As this suggests, the poems were not only at the very advent of Romanticism but also very modern in a way literature almost never was until the late nineteenth century. Blake was so far ahead of his time that it is small surprise he was little understood or appreciated. Succeeding generations have seen him and his work in various ways, but the notable thing is that both have endured; his work has such greatness and depth that each age sees itself in it. This is partly because of its ambiguity but at least as due to its universality; Blake's themes are fundamental human thoughts and emotions that let his work speak as profoundly now as ever. Here we begin to see just how important his simple forms are; they are as appropriate for the themes as the subjects. Since his concerns are elemental, so are his forms; the former are relevant to all and the latter accessible to all, letting him speak to all. This aspect also makes the songs a great way to introduce the uninitiated to poetry and are indeed often used in introductory classes; his eminently accessible verse is perfectly suited for showing the rudiments of meter, tropes, and rhyme. Conversely, of course, his treatments are anything but simple, which makes him ideal for the most abstruse close readings - an apparent paradox he would doubtless have appreciated.

There are many ways to buy Songs of Innocence and Songs of Experience, but it is essential to get both and read consecutively, whether in individual or combined editions. Blake meant them to be experienced as one, and they play off each other as few works do. Getting one is not just missing half the experience but nearly the whole; they are able to stand on their own, but the impression is extremely misleading and, perhaps more importantly, unintended. They are so excellent in any case that anyone who reads one will immediately want the other, making both doubly necessary.

It is also important to realize that Blake was as much a visual as a literary artist and in fact issued the poems in "Illuminated Books" where they were written on color plates with various pictorial representations. He did not consider the poems standalone works, and the visual element is indeed important. Pictures often underline or reinforce the words but sometimes seem to give a contrary impression; only a few are apparently incidental. Whether or not one likes visual art and regardless of how one thinks the poems work in themselves, they do play off visual elements in complicated and interesting ways. Needless to say, because the plates are expensive and difficult to reproduce, nearly all collections have only the poems - a concept that would have appalled Blake if he could have even conceived it. The poems are of course more than good enough to stand alone, but we must remember that Blake never meant them to do so. The dedicated will want to seek out editions reproducing the artwork in addition to the poems.
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on November 3, 2003
There are larger, more luxurious graphical editions of Blake's two most popular works but the Oxford SONGS OF INNOCENCE AND OF EXPERIENCE is perhaps the most affordable and convenient.
After a short introductory piece which makes the reader expect a pastoral mood, SONGS OF INNOCENCE opens with "The Shepherd", and the reader is immediately acquainted with Blake's style: deceptively simple, but filled with metaphor and allusion. Many of the poems speak of the solace of Christianity, but Blake shows a more universal and tolerant tranquility found through appreciation of simple human virtues. In "The Divine Image", he writes: "And all must love the human form, / in heathen, turk, or jew. / Where Mercy, Love, and Pity dwell, / there God is dwelling too."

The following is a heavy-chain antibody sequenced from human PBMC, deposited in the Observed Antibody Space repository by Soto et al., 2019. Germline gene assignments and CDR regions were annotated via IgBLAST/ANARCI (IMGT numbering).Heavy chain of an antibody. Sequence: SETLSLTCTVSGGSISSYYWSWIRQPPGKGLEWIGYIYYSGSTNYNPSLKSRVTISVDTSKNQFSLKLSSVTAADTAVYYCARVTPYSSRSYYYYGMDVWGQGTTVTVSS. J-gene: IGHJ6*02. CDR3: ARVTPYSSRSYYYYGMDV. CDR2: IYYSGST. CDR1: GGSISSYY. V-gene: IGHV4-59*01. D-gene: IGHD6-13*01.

Even within SONGS OF EXPERIENCE, the most pessimistic and cynical half, Blake maintains a his childlike style in order to bring the truth of human experience to anyone at all, young and old. In "A Poison Tree" he writes: "I was angry with my friend: / I told my wrath, my wrath did end. / I was angry with my foe: / I told it not, my wrath did grow", concisely summarising the effects of pride and ill-will on one's soul.
Blake was by profession an engraver, and his engravings for SONGS OF INNOCENCE AND EXPERIENCE are so closely bound to the text of the poems that a photocopy edition is really the only way to enjoy the poems as they were meant. In this paperback edition, the original engraving can be seen along side a typeset text, presented in a size large enough that the words can be relatively easily made out and, perhaps more importantly, the reader can see Blake's mythological characters. These personages, such as Urizen and Lothos, are key to understanding Blake's larger metaphysical work, for which the Songs present a good introduction.
This edition is especially valuable as it contains a photocopy of the engraving of "A Divine Image", a poem intended for SONGS OF EXPERIENCE which Blake subsequently left out because of its savage pessimism. The poem survives on an uncolored plate which is not found within many collections of the poet's work.
If you are intrigued by poets who transcend mere beautiful words to present a complete worldview, Blake is certainly worth reading. The Oxford Paperbacks edition is, in my opinion, the best place to get started with this deep and tricky, but fulfilling and fascinating poet.
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on October 17, 2011
The poems are amazing, but the Kindle edition is mediocre. The poems are poorly laid-out, lines unaligned. There is no thought to the aesthetic look of the page. And, worst of all, there are none of Blake's illustrations, which are integral to the poems and would be gorgeous on a Kindle or pad.
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on July 9, 2010
A great poet, but this edition chops off the ends of many of his poems. A frustrating experience.